Any accelerator design block can be plugged into the FPGA to become an Accelerator Function Unit (AFU). A double-precision 64K FFT could be one example of an AFU that runs on an In-Socket FPGA module. After an AFU instance has been created, it can be used in conjunction with the domain-specific accelerator library to implement an accelerated function. They can also be stitched together with other AFUs to create an array of accelerators, such as the XtremeFFT SeaOfFFT() socket solution. AAL provides a zero-copy interface to minimize latency and maximize throughput. It does this by allowing an application to access a shared memory block that is mapped (and locked) into user space and accessible to both the accelerator module and the general- purpose processor. The application first allocates a block of shared memory for the source and destination matrices. It then initializes the source input buffer in shared memory and calls SeaOfFFT() in the domain-specific accelerator library. The library creates a message, includes the virtual pointers to the input and output buffers, and calls the Accelerator:: ProcessMessage() function. The AFU proxy forwards the message to the appropriate Accelerator Interface Adapter (AIA), a software layer that provides a uniform device transport interface (for example, device driver). Inside the AIA, a trans-action descriptor is created and queued to the appropriate AFU for processing. When the accelerator processes the doorbell signal from the host CPU, it processes the transaction, reading the source buffer and calculating the FFT's result, which it writes back into the shared memory. When it is finished, it issues another doorbell signal back to the host CPU and the AIA device driver reads the transaction result and triggers a call back to the accelerator library indicating that the very large FFT function has completed. Finally, the application is able to read the results directly from shared memory (Figure 2).

Figure 2
(Click graphic to zoom by 2.2x)

Reaping the benefits

The benefits of using AAL and In-Socket Accelerators for military system designers are:

  • Decreased development time. Proprietary acceleration layers no longer have to be developed for each new device. In-Socket Accelerators will work with a variety of standard rack-mount or bladed server boards.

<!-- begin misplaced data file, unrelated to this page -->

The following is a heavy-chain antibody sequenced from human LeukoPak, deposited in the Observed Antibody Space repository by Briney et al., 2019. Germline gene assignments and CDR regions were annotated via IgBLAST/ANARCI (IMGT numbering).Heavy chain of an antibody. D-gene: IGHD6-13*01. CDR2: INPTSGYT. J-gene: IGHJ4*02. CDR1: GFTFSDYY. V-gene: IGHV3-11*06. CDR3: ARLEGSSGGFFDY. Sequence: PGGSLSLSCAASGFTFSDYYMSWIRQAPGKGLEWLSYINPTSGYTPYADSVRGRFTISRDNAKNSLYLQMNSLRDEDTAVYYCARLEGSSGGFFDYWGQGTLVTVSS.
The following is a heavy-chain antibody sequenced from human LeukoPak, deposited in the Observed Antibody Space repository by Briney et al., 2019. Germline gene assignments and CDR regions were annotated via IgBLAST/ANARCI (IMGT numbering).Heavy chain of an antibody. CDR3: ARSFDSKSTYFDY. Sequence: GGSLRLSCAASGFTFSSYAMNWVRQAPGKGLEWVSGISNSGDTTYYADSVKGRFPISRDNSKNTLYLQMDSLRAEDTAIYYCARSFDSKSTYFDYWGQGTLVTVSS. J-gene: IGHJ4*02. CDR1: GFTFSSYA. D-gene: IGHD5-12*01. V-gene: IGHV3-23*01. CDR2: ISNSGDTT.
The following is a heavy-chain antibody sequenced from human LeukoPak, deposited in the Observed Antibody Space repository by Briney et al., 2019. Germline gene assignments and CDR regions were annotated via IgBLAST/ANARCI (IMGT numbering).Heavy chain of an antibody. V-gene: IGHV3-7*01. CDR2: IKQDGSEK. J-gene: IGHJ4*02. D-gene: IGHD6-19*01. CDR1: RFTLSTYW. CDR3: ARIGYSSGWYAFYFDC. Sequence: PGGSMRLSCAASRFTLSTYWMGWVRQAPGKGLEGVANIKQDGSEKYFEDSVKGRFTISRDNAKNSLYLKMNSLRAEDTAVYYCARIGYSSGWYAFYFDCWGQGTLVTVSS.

• Increased flexibility. Designers have more options for balancing power consumption, processing speed, cost, and feature sets. End-users can choose devices and solutions that fit changing requirements without being tied to a particular accelerator generation or even a specific accelerator technology.
  • Evolution ready. AAL will allow safe and easy migration as processor design changes, and next generation In-Socket Accelerators and future bus technologies come to market. AAL will also allow safe and easy evolution into the future.

True "accelerated COTS solutions" are now available. When shrinking development time is of the essence, FPGA-based In-Socket Accelerators working with general-purpose processors via the AAL on COTS platforms are up to the challenge. Solutions like these can help designers gain significant competitive advantages. You can now design and deploy lower cost, lower power systems that solve problems faster. And best of all, your software investment is now accelerated and portable at the same time.

Geno Valente is VP of Sales and Marketing for XtremeData, Inc., maker of very high-performance database Decision Support Systems (DSS) and other accelerated appliances. Geno has spent the last 13-plus years helping support, sell, and market FPGA technology into markets such as Financial Services, Bioinformatics, High-Performance Computing, and /, while working for Altera Corporation and now XtremeData.

Peter Carlston is a Platform Architect in Intel Corporation's Embedded Computing Division. He has held a wide variety of systems and software engineering positions at Intel and Unisys.

XtremeData, Inc.